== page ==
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José Torrubia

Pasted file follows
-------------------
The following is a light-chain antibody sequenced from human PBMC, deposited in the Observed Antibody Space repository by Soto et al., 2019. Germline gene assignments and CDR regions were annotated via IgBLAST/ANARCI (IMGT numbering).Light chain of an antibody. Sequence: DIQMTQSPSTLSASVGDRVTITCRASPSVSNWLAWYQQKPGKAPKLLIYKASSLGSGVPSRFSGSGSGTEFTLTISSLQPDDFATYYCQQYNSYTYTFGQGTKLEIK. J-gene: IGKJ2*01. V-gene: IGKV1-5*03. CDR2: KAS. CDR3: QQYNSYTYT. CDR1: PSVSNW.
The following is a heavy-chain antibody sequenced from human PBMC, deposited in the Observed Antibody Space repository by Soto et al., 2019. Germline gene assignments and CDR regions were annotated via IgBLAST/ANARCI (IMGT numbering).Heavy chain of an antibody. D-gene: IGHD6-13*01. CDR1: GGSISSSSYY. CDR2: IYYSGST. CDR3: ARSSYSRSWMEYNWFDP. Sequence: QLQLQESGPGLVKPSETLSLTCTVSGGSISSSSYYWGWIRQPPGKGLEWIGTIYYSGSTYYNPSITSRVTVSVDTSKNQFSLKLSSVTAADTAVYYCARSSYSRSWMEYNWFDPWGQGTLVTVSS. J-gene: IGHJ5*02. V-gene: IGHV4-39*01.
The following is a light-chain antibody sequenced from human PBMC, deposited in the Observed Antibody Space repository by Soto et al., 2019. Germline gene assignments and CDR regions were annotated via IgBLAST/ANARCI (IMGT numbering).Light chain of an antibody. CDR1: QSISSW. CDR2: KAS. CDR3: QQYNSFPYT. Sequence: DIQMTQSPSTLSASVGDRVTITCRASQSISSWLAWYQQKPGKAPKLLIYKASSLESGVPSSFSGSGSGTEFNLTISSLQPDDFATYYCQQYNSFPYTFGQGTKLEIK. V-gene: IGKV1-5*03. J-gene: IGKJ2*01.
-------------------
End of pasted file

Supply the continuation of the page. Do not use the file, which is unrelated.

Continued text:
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Born towards the end of the seventeenth century at Granada, Spain ; died in 1768 in the monastery of Aracoeli. He entered the order of St. Peter of Alcántara at Granada. In the Philippine Islands, whither he had gone as missionary and as secretary to Foguéras, the commissioner-general of Mexico, he was imprisoned for four months, as a result of opposition on the part of the religious orders to reforms attempted by the commissioner. He returned to Cadiz and thence went to Rome, where he withdrew from the order of St. Peter and became a Franciscan. In 1732 he was again in the Philippine Islands as superior of a convent. He travelled in America and Asia, remaining for a time at Canton, China. In 1750 he returned to Spain, whence he made three trips to Rome. A linguist, scientist, collector of fossils and of books, writer on historical, political, and religious subjects, Torrubia was held in high esteem in Spain and at Rome, and by none more so that by Pope Benedict XIV. Among his many works may be mentioned; "Roman Ceremonial of the Discalced Religious of St. Francis in the Province of St. Gregory in the Philippines" (Manila, 1728); "Disertacion histórico-politico-geográfica de las islas Filipinas" (Madrid, 1736, 1753); a poem against Free-masonry (Madrid, 1752); "Introdución a la historia natural de España" (Madrid, 1754; German tr., Halle, 1773; Italian tr. of a part printed under his direction at Rome with the title "La gigantologia española"; second volume, on insects, never printed); "History of the Seraphic order" (Rome, 1756).

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